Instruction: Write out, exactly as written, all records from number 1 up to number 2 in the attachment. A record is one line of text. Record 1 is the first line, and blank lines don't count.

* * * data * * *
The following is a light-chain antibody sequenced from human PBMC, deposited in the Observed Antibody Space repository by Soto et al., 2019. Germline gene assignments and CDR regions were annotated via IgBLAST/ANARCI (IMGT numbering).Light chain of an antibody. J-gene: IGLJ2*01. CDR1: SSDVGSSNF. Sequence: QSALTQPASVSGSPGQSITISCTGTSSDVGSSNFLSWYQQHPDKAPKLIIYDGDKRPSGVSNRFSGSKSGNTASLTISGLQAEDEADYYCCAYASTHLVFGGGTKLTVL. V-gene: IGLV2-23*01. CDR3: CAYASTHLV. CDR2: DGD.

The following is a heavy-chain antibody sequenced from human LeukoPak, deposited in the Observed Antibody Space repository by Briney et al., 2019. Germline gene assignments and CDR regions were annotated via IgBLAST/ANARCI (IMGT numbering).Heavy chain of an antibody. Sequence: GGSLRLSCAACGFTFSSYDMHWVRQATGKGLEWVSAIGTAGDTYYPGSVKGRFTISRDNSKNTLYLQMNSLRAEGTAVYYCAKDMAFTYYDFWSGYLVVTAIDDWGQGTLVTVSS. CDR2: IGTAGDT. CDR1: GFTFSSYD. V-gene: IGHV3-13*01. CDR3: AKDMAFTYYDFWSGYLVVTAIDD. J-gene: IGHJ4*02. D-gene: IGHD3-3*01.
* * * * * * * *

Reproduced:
The following is a light-chain antibody sequenced from human PBMC, deposited in the Observed Antibody Space repository by Soto et al., 2019. Germline gene assignments and CDR regions were annotated via IgBLAST/ANARCI (IMGT numbering).Light chain of an antibody. J-gene: IGLJ2*01. CDR1: SSDVGSSNF. Sequence: QSALTQPASVSGSPGQSITISCTGTSSDVGSSNFLSWYQQHPDKAPKLIIYDGDKRPSGVSNRFSGSKSGNTASLTISGLQAEDEADYYCCAYASTHLVFGGGTKLTVL. V-gene: IGLV2-23*01. CDR3: CAYASTHLV. CDR2: DGD.

The following is a heavy-chain antibody sequenced from human LeukoPak, deposited in the Observed Antibody Space repository by Briney et al., 2019. Germline gene assignments and CDR regions were annotated via IgBLAST/ANARCI (IMGT numbering).Heavy chain of an antibody. Sequence: GGSLRLSCAACGFTFSSYDMHWVRQATGKGLEWVSAIGTAGDTYYPGSVKGRFTISRDNSKNTLYLQMNSLRAEGTAVYYCAKDMAFTYYDFWSGYLVVTAIDDWGQGTLVTVSS. CDR2: IGTAGDT. CDR1: GFTFSSYD. V-gene: IGHV3-13*01. CDR3: AKDMAFTYYDFWSGYLVVTAIDD. J-gene: IGHJ4*02. D-gene: IGHD3-3*01.